After a 15-year hiatus from the local movie scene, Yoon Jung-hee, star of more than 300 films throughout her career in the ’60s and early ’70s, is back.
She is the sole headliner of Lee’s latest yarn about a woman’s coincidental foray into the world of poetry writing.
Both the film’s star and writer-director were on hand at the press conference yesterday to announce the upcoming release of the film at the CGV Apgujeong in southern Seoul.
For his fifth feature film, Lee, the vaunted bard of such contemporary social parables as “Green Fish,” and “Peppermint Candy,” said he had Yoon in mind even before penning the script for the film.
|Yoon Jung-hee (right) and Lee Chang-dong (Pine House Films)|
“When I was envisioning this film, the first person that I thought of was Yoon,” Lee said.
“That’s why I contacted her and approached her with an offer. Because I wrote the character with her specifically in mind, the character just sort of grew naturally from there.”
Yoon decided to take the plunge back into acting because the film was captained by a filmmaker she had always admired.
“It was through my trust in his abilities that I came to get involved in this film,” she said.
“I’ve always had the desire to show people different aspects of my acting and (Lee) provided me with every opportunity to do just that.”
In the film, Yoon plays Mija, a woman headed towards her twilight years as a sixty-something widower who happens upon an epiphany of sorts after stumbling into a poetry workshop.
Yoon revealed she had much to be concerned about because of her portrayal of such a radically different character from the ones she has played throughout her career.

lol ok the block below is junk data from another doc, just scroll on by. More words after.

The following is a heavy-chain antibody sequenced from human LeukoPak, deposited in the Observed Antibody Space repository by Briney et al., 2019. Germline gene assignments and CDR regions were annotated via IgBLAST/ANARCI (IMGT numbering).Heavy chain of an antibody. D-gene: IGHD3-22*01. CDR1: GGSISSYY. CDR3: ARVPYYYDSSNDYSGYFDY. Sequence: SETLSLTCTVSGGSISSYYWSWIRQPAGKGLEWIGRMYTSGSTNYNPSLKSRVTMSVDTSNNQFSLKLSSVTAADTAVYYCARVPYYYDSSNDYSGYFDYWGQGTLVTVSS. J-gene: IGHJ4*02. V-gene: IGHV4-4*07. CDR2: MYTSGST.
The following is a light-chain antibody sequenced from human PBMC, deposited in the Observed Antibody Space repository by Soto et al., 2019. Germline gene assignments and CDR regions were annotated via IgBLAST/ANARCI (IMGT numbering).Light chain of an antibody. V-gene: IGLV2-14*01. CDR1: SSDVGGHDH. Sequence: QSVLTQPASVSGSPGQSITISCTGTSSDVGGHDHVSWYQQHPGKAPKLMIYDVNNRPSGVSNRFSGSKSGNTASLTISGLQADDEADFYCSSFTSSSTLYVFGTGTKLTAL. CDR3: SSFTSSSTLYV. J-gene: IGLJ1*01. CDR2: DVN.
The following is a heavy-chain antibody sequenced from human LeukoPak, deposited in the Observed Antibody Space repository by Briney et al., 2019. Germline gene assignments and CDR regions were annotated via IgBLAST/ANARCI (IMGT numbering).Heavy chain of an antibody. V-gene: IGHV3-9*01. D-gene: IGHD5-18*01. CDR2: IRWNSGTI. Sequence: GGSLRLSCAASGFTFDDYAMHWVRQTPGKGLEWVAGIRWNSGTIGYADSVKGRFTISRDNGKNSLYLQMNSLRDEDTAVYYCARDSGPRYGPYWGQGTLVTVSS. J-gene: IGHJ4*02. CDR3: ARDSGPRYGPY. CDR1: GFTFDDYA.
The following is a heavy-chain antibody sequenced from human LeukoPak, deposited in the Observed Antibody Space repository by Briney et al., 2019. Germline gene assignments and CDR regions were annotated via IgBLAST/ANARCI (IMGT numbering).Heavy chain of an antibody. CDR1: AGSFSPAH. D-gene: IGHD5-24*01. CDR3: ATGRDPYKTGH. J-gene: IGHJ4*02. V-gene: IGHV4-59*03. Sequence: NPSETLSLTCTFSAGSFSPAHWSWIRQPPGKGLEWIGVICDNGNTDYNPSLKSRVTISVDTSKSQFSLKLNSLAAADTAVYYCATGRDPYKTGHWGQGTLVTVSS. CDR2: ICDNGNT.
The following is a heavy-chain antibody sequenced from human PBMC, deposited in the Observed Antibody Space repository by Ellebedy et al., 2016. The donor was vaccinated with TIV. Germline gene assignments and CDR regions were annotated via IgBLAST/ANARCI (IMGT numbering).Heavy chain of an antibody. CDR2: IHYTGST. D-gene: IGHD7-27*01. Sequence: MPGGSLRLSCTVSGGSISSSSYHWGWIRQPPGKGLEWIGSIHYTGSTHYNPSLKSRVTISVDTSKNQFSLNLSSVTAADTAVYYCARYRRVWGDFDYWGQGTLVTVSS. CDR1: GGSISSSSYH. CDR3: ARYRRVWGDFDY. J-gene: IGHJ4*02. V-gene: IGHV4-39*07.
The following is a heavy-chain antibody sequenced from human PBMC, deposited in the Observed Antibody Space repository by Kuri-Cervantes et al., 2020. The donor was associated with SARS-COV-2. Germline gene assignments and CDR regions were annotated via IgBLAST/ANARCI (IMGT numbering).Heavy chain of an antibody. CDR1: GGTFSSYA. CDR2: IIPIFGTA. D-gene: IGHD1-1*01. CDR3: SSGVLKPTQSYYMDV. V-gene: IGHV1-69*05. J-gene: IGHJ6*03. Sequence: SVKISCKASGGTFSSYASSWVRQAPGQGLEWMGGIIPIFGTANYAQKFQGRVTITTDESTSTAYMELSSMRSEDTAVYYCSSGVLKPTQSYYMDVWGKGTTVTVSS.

“One of the questions I asked myself was how I could get this eccentric character of Mija to be likeable to the audience,” she said. “So I decided, instead of struggling over the choice of playing it dramatically or as naturally as possible, I would leave it to (Lee) to guide me through which style would be the best.”
Before Lee met the 66-year-old veteran, he had his reservations about whether such a legendary screen icon would be open to suggestions and specific directions on her acting.
“Because she had done more than 300 films, I thought to myself that she probably has an acting style by now that will be difficult to compromise with,” he said.
“I worried about potential clashes with her during the shoot, but she performed her scenes with a willingness to discuss and this is something that’s difficult to find even in younger actors.”
“Poetry” has been submitted to the Cannes Film Festival for a possible entry into the upcoming May competition and, according to early buzz, is Korea’s strongest contender.
The film opens nationwide May 13.
By Song Woong-ki (firstname.lastname@example.org)